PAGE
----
There’s one glaring exception: The marijuana business, which ought to be booming now that 8 states, including California, have declared weed legal for recreational use. Instead, Big Weed is suddenly reeling now that Trump’s attorney general, Jeff Sessions, has reversed an Obama-era policy of tolerating legal marijuana. The new policy could signal an unprecedented federal crackdown on pot, along with a titanic battle between several state governments and Washington.
Cannabis, the plant that produces marijuana, is still illegal under federal law, and Congress has shown no serious interest in changing that. So it was problematic when Colorado, Washington and other states began to declare pot legal for recreational use, starting in 2012. Federal law generally trumps state law, which meant the feds could essentially overturn state legalization laws, if they were willing to go through the messy legal process and political turmoil that would require.
President Obama settled the matter after his reelection in 2012, by saying federal prosecutors have “bigger fish to fry” than tangling with states over pot laws. The Justice Department formalized Obama’s “fish” policy in 2013, establishing guidelines that generally steered prosecutors away from marijuana cases. It’s worth noting that the Obama policy aligns with public attitudes toward marijuana, with 64% of Americans now saying they support the legalization of weed.
The Justice Department under Trump has a different view. Sessions, long an outspoken critic of legal weed, has rescinded the Obama guidelines, reopening the possibility that the Justice Department could go after growers, sellers or users in the 8 “legal” states. That doesn’t mean it will. But the threat of federal prosecution will slam the growth of the marijuana industry, because it’s hard to attract investment in a business the feds explicitly declare illegal.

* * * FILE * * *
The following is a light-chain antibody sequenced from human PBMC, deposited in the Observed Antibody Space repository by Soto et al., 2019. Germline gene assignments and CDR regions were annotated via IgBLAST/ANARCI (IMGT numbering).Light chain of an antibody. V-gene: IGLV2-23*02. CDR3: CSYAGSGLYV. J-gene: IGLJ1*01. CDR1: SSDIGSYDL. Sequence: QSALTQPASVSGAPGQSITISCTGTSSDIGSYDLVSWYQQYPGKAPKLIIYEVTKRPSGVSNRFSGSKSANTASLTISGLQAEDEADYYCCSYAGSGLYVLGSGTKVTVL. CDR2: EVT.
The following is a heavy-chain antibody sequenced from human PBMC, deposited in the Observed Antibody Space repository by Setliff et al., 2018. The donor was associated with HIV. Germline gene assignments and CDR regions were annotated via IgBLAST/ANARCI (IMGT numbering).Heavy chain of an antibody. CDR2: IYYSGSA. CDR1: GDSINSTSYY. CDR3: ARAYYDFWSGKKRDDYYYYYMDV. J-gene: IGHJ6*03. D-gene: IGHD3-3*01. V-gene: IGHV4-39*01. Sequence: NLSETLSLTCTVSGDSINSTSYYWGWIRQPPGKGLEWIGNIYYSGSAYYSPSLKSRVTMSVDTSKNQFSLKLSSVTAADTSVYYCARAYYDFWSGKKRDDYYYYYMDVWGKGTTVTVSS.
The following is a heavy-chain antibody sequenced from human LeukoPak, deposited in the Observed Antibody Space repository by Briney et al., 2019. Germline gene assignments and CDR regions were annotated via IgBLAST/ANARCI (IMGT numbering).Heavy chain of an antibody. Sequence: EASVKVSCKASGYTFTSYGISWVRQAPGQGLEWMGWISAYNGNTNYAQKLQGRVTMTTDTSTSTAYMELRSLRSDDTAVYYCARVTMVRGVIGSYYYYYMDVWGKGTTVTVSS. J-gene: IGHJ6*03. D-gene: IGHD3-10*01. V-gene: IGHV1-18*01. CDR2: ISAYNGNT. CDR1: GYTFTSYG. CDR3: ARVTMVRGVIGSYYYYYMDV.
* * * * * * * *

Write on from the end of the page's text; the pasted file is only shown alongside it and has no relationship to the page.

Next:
Legal marijuana is an $8 billion industry, with forecasts suggesting it could exceed $30 billion by 2021. That would still be a small industry, but potential growth rates of 3x to 4x over just a few years have begun to get investors’ attention.
Yet a Damocles sword now hangs over the industry, dampening its prospects. Even in the so-called legal states, pot has struggled to go mainstream because of that pesky federal prohibition. Pot businesses have trouble setting up regular bank accounts or taking out ordinary loans. Deep-pocketed corporations don’t want to back the industry, fearing a politicized mess should Washington intervene. The resulting hodgepodge slows the adoption of industry standards, consumer safeguards and efficiencies that would boost growth and profitability.
California’s legalization of pot, effective Jan. 1 of this year, might have normalized the whole industry, since its economy is so huge to start with and demand could soar. But normalization probably won’t happen now. Small operators will continue to grow and sell pot, figuring they’ll fly beneath the radar, should the feds pounce. Bigger companies will stay out, however, since they’d be likelier targets of aggressive prosecutors. There’s nothing wrong with a pot economy consisting mostly of small businesses, except that it will grow more slowly than an economy built on scale.
California and several other “legal” states could challenge Trump’s Justice Department in some way, especially if they have to defend their own residents against legal prosecution. But it’s hard to see how they’d prevail, given that federal law is clear: weed is illegal.
There are several obvious ironies (or, if you prefer, hypocrisies). Republicans repeatedly tout “states’ rights” while calling for a smaller federal footprint—yet on pot, Sessions is going out of his way to assert federal authority over state sovereignty. Trump also boasts of the myriad regulations he is killing, in order to free businesses from government interference. Yet his administration may now strangle the weed industry.
The simple fact, however, is that federal law declares marijuana illegal, and the attorney general’s job is to enforce federal law. States that want to legalize pot may feel Sessions has overstepped his authority. But it’s really those states that have done so, by declaring that federal law doesn’t apply to them. The black market for pot has a lot of life left in it.
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Rick Newman is the author of four books, including Rebounders: How Winners Pivot from Setback to Success. Follow him on Twitter: @rickjnewman